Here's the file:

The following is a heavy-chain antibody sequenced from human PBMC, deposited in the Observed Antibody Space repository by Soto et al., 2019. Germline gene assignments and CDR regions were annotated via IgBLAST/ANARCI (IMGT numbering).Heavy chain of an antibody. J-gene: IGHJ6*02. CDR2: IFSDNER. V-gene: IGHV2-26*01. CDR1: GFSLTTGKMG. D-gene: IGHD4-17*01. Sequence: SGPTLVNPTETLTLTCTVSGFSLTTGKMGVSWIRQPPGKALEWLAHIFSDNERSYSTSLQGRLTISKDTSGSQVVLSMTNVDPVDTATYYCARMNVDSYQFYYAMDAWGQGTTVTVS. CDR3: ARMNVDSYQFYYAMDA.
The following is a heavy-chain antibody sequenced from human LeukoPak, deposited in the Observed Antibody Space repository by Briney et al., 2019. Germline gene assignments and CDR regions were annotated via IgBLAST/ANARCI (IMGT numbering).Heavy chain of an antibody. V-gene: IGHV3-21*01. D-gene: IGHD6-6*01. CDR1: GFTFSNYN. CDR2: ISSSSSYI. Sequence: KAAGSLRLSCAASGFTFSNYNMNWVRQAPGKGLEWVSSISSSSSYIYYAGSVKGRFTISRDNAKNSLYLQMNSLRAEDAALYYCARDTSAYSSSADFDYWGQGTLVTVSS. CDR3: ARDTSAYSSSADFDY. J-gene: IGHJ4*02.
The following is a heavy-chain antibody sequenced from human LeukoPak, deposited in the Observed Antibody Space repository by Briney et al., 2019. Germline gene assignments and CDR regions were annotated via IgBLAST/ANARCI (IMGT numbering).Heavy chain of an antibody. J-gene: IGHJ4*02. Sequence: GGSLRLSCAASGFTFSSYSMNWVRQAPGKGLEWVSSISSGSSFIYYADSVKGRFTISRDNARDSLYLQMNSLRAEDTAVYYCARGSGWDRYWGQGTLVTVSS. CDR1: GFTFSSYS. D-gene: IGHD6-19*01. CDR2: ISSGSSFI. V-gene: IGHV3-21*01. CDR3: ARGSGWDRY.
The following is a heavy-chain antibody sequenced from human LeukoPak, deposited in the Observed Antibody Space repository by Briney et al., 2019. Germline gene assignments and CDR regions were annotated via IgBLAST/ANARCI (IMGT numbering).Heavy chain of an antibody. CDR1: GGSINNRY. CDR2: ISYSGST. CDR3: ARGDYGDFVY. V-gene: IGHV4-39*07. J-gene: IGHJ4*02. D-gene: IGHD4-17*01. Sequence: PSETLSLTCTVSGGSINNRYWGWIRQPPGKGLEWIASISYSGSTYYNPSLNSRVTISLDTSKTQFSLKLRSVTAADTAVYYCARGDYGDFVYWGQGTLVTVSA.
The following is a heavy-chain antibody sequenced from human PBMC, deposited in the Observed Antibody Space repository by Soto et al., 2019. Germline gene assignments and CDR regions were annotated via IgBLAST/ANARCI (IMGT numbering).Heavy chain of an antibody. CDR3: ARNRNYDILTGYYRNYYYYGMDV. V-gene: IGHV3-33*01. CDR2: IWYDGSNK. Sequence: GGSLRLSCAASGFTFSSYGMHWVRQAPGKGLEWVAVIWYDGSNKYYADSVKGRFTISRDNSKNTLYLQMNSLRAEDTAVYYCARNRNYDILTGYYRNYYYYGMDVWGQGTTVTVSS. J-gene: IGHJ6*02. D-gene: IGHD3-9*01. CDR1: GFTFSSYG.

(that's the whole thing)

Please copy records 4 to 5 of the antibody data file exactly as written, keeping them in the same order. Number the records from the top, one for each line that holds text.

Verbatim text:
The following is a heavy-chain antibody sequenced from human LeukoPak, deposited in the Observed Antibody Space repository by Briney et al., 2019. Germline gene assignments and CDR regions were annotated via IgBLAST/ANARCI (IMGT numbering).Heavy chain of an antibody. CDR1: GGSINNRY. CDR2: ISYSGST. CDR3: ARGDYGDFVY. V-gene: IGHV4-39*07. J-gene: IGHJ4*02. D-gene: IGHD4-17*01. Sequence: PSETLSLTCTVSGGSINNRYWGWIRQPPGKGLEWIASISYSGSTYYNPSLNSRVTISLDTSKTQFSLKLRSVTAADTAVYYCARGDYGDFVYWGQGTLVTVSA.
The following is a heavy-chain antibody sequenced from human PBMC, deposited in the Observed Antibody Space repository by Soto et al., 2019. Germline gene assignments and CDR regions were annotated via IgBLAST/ANARCI (IMGT numbering).Heavy chain of an antibody. CDR3: ARNRNYDILTGYYRNYYYYGMDV. V-gene: IGHV3-33*01. CDR2: IWYDGSNK. Sequence: GGSLRLSCAASGFTFSSYGMHWVRQAPGKGLEWVAVIWYDGSNKYYADSVKGRFTISRDNSKNTLYLQMNSLRAEDTAVYYCARNRNYDILTGYYRNYYYYGMDVWGQGTTVTVSS. J-gene: IGHJ6*02. D-gene: IGHD3-9*01. CDR1: GFTFSSYG.